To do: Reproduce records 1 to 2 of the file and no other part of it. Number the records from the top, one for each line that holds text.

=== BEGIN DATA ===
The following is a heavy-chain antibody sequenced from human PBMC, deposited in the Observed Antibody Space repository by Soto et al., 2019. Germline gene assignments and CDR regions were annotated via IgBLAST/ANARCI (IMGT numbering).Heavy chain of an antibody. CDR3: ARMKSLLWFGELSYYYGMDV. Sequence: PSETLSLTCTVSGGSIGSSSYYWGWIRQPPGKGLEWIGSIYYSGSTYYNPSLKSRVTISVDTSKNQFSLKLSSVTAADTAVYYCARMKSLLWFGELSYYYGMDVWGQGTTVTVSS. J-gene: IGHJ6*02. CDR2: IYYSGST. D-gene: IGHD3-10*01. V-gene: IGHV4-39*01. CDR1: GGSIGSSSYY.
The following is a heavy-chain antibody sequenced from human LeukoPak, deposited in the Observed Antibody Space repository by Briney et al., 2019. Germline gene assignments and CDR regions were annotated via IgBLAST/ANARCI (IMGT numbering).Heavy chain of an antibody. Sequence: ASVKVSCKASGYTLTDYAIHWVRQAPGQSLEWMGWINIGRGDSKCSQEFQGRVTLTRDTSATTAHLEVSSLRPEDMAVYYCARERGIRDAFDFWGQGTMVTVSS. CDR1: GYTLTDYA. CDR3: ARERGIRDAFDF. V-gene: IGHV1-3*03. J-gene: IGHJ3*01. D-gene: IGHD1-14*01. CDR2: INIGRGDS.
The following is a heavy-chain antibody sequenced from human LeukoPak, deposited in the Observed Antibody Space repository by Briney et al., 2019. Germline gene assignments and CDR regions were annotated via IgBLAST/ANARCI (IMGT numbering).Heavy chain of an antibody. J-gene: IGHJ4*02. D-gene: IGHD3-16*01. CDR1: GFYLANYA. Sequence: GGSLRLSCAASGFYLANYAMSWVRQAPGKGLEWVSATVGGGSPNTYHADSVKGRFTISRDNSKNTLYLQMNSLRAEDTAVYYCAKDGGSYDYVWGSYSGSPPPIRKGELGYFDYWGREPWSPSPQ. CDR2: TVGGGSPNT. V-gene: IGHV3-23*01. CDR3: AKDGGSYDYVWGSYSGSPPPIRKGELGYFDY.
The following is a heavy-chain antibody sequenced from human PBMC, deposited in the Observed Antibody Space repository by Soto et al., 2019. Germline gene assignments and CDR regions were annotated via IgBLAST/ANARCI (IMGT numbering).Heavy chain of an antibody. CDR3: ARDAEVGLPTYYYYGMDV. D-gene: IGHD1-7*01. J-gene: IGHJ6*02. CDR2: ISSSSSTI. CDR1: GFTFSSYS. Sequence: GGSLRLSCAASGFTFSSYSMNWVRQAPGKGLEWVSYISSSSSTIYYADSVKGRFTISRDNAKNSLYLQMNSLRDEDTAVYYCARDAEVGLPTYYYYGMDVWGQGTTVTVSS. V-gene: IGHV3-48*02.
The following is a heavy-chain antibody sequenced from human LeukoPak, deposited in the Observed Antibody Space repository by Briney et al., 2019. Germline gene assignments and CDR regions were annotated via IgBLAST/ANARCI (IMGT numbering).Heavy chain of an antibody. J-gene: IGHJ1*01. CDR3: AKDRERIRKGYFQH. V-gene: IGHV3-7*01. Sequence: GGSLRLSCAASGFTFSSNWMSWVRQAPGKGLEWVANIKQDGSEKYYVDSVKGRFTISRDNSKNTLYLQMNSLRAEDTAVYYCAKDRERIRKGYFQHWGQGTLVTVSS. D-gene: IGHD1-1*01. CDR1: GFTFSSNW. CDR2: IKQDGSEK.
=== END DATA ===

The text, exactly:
The following is a heavy-chain antibody sequenced from human PBMC, deposited in the Observed Antibody Space repository by Soto et al., 2019. Germline gene assignments and CDR regions were annotated via IgBLAST/ANARCI (IMGT numbering).Heavy chain of an antibody. CDR3: ARMKSLLWFGELSYYYGMDV. Sequence: PSETLSLTCTVSGGSIGSSSYYWGWIRQPPGKGLEWIGSIYYSGSTYYNPSLKSRVTISVDTSKNQFSLKLSSVTAADTAVYYCARMKSLLWFGELSYYYGMDVWGQGTTVTVSS. J-gene: IGHJ6*02. CDR2: IYYSGST. D-gene: IGHD3-10*01. V-gene: IGHV4-39*01. CDR1: GGSIGSSSYY.
The following is a heavy-chain antibody sequenced from human LeukoPak, deposited in the Observed Antibody Space repository by Briney et al., 2019. Germline gene assignments and CDR regions were annotated via IgBLAST/ANARCI (IMGT numbering).Heavy chain of an antibody. Sequence: ASVKVSCKASGYTLTDYAIHWVRQAPGQSLEWMGWINIGRGDSKCSQEFQGRVTLTRDTSATTAHLEVSSLRPEDMAVYYCARERGIRDAFDFWGQGTMVTVSS. CDR1: GYTLTDYA. CDR3: ARERGIRDAFDF. V-gene: IGHV1-3*03. J-gene: IGHJ3*01. D-gene: IGHD1-14*01. CDR2: INIGRGDS.